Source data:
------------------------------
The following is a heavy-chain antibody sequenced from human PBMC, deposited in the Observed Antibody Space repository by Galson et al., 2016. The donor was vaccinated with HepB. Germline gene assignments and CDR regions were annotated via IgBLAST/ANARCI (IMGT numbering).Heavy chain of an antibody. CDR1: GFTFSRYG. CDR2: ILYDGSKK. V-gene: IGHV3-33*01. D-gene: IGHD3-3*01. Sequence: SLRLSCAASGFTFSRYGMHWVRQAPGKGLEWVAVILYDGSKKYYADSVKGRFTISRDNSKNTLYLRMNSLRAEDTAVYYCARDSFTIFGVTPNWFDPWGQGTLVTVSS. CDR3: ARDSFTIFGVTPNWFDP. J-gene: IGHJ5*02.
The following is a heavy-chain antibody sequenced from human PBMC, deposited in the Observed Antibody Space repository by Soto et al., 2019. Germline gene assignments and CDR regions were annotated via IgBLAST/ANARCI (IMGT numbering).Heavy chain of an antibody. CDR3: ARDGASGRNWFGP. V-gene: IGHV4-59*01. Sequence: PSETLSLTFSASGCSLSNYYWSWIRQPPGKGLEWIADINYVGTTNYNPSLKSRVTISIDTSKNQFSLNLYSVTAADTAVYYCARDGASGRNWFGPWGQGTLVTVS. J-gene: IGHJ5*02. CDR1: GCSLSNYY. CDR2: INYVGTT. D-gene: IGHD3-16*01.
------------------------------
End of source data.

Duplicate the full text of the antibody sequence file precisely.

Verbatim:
The following is a heavy-chain antibody sequenced from human PBMC, deposited in the Observed Antibody Space repository by Galson et al., 2016. The donor was vaccinated with HepB. Germline gene assignments and CDR regions were annotated via IgBLAST/ANARCI (IMGT numbering).Heavy chain of an antibody. CDR1: GFTFSRYG. CDR2: ILYDGSKK. V-gene: IGHV3-33*01. D-gene: IGHD3-3*01. Sequence: SLRLSCAASGFTFSRYGMHWVRQAPGKGLEWVAVILYDGSKKYYADSVKGRFTISRDNSKNTLYLRMNSLRAEDTAVYYCARDSFTIFGVTPNWFDPWGQGTLVTVSS. CDR3: ARDSFTIFGVTPNWFDP. J-gene: IGHJ5*02.
The following is a heavy-chain antibody sequenced from human PBMC, deposited in the Observed Antibody Space repository by Soto et al., 2019. Germline gene assignments and CDR regions were annotated via IgBLAST/ANARCI (IMGT numbering).Heavy chain of an antibody. CDR3: ARDGASGRNWFGP. V-gene: IGHV4-59*01. Sequence: PSETLSLTFSASGCSLSNYYWSWIRQPPGKGLEWIADINYVGTTNYNPSLKSRVTISIDTSKNQFSLNLYSVTAADTAVYYCARDGASGRNWFGPWGQGTLVTVS. J-gene: IGHJ5*02. CDR1: GCSLSNYY. CDR2: INYVGTT. D-gene: IGHD3-16*01.